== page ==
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RECORD RACK

Isaak: Shades Of Dark

March 01, 1987|STEVE HOCHMAN

"CHRIS ISAAK." Chris Isaak. Warner Bros. Out of Stockton came Isaak in 1985 with "Silvertone," a mesmerizingly haunting album filled with moody, solipsistic songs of drivin' and dancin' and cryin' in eternal solitude sung in an Orbison-esque tenor that seemed to be fleeing the demons of James Calvin Wilsey's spaghetti-Western guitar licks.

Isaak's second album isn't the emotional black hole of the debut, which means that falling into it is neither as harrowing nor inescapable a prospect. But by offering more than just one shade of dark, Isaak has improved on an already impressive formula. "You owe me," he begs/pleads/threatens on the album's opener, and the focused rage sears the soul in a way the vaguer yearnings of the first album never could.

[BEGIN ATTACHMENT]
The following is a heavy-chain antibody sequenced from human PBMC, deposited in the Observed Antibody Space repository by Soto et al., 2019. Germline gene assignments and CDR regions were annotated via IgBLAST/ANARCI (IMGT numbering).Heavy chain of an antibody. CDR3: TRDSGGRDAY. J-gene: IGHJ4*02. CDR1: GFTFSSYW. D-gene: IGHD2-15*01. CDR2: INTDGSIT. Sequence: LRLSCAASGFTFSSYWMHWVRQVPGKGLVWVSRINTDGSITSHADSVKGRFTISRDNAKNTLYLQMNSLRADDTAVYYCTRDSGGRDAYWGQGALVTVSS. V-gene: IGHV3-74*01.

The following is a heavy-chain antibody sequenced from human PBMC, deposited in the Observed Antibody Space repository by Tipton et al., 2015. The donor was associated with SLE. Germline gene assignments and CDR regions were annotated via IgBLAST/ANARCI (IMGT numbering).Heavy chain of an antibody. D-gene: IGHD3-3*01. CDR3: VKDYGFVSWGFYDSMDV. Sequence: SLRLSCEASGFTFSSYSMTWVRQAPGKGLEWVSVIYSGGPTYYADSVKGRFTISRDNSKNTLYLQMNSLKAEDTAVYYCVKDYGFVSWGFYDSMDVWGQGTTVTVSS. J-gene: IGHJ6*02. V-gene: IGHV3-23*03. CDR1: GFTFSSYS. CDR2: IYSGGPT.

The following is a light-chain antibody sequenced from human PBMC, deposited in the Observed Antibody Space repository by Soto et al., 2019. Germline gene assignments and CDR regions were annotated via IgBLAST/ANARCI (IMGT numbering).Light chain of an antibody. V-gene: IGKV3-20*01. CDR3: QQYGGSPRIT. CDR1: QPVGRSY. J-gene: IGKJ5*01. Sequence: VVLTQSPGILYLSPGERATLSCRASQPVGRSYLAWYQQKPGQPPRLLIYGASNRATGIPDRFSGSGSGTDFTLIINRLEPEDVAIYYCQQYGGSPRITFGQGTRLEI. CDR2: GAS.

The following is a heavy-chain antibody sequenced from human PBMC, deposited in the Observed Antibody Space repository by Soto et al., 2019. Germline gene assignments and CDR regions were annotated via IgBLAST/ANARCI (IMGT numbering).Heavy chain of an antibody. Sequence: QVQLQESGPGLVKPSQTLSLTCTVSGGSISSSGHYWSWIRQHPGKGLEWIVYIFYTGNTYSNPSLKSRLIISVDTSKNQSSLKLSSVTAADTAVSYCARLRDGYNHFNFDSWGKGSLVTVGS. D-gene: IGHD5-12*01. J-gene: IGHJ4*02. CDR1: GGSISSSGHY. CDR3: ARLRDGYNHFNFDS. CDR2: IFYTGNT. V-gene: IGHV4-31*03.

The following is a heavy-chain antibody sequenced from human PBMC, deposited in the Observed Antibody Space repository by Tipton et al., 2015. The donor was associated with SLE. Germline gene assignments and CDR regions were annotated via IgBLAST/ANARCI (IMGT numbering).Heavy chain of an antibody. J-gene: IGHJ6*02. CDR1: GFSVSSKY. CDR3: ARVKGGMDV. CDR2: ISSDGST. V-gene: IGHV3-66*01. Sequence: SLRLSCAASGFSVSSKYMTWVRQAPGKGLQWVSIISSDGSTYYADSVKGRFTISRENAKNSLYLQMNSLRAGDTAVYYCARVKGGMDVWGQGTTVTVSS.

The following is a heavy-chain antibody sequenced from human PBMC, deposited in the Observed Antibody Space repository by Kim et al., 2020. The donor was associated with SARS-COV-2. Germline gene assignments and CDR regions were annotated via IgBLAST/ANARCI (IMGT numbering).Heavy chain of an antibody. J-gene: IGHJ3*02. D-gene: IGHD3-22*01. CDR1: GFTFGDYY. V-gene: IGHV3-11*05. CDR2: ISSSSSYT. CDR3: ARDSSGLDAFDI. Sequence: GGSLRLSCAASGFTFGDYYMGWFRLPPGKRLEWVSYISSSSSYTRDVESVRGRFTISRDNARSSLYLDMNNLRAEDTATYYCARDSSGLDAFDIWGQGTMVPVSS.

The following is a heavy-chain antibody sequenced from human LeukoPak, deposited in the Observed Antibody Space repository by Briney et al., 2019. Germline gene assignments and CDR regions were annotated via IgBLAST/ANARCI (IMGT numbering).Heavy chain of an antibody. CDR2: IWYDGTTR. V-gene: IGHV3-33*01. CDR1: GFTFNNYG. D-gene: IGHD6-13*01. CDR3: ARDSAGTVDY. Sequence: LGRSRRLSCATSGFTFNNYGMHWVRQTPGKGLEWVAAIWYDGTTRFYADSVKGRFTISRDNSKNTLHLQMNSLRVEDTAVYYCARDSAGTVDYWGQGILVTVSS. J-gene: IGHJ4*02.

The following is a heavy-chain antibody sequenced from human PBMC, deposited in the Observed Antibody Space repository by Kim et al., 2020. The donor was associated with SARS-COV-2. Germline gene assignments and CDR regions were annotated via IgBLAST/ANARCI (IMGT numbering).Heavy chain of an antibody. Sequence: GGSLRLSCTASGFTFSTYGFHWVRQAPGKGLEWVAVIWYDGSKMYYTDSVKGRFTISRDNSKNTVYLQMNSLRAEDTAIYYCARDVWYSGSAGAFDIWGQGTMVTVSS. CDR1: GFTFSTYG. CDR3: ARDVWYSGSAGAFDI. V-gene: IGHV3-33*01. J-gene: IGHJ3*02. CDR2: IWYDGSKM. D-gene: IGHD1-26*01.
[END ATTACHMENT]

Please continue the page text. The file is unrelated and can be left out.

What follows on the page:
The musical landscape is more varied, too, with the likes of the violin-spiced "Fade Away" breaking from the still-strong influences. And lurking around every corner is Wilsey's ghostly guitar, joined now by Kenney Dale Johnson's bump-in-the-night drums. Only a remake of the Yardbirds' "Heart Full of Soul" falls flat, only because it never quite reaches the original's peak.

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